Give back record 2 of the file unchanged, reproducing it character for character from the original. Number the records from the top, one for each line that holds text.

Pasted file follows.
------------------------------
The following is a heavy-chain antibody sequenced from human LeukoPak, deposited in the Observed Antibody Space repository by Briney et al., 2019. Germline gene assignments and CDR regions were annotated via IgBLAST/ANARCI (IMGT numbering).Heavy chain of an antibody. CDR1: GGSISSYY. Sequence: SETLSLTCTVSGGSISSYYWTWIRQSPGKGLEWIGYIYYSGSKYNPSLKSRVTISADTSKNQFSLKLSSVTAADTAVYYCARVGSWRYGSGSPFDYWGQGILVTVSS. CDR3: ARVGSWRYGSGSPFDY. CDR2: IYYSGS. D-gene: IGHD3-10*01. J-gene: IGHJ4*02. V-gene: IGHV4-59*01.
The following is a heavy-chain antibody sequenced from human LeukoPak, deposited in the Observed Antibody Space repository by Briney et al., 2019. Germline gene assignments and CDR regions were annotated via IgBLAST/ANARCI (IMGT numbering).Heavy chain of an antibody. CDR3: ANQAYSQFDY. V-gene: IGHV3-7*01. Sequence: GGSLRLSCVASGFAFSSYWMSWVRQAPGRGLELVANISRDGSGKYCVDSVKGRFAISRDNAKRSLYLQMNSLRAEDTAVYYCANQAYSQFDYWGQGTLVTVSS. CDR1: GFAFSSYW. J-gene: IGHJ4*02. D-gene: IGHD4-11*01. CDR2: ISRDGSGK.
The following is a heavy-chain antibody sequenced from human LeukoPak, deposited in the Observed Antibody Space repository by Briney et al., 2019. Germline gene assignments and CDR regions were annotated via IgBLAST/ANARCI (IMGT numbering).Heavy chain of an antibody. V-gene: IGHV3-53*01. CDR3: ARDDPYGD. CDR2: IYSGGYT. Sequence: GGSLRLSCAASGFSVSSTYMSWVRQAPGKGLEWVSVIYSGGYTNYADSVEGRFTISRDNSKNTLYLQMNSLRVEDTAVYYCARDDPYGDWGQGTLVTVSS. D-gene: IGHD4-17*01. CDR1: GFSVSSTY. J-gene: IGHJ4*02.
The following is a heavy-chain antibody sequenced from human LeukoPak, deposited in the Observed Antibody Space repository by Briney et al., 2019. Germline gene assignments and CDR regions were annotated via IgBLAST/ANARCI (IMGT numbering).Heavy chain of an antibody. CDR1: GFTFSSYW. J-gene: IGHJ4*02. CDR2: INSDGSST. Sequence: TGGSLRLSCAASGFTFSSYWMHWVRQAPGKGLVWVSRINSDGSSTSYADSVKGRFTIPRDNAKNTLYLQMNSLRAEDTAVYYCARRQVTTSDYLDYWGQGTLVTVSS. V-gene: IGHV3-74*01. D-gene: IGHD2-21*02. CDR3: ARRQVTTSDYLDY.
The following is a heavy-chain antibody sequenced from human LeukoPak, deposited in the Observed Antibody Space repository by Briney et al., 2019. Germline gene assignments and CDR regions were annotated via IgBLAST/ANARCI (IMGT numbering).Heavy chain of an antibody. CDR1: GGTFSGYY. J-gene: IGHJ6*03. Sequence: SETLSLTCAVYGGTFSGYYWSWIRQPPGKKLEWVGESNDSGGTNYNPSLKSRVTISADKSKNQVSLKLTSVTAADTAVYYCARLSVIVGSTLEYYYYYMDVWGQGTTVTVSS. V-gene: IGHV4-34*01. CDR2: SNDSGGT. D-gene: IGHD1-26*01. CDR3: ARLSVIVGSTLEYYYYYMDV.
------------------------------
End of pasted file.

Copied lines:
The following is a heavy-chain antibody sequenced from human LeukoPak, deposited in the Observed Antibody Space repository by Briney et al., 2019. Germline gene assignments and CDR regions were annotated via IgBLAST/ANARCI (IMGT numbering).Heavy chain of an antibody. CDR3: ANQAYSQFDY. V-gene: IGHV3-7*01. Sequence: GGSLRLSCVASGFAFSSYWMSWVRQAPGRGLELVANISRDGSGKYCVDSVKGRFAISRDNAKRSLYLQMNSLRAEDTAVYYCANQAYSQFDYWGQGTLVTVSS. CDR1: GFAFSSYW. J-gene: IGHJ4*02. D-gene: IGHD4-11*01. CDR2: ISRDGSGK.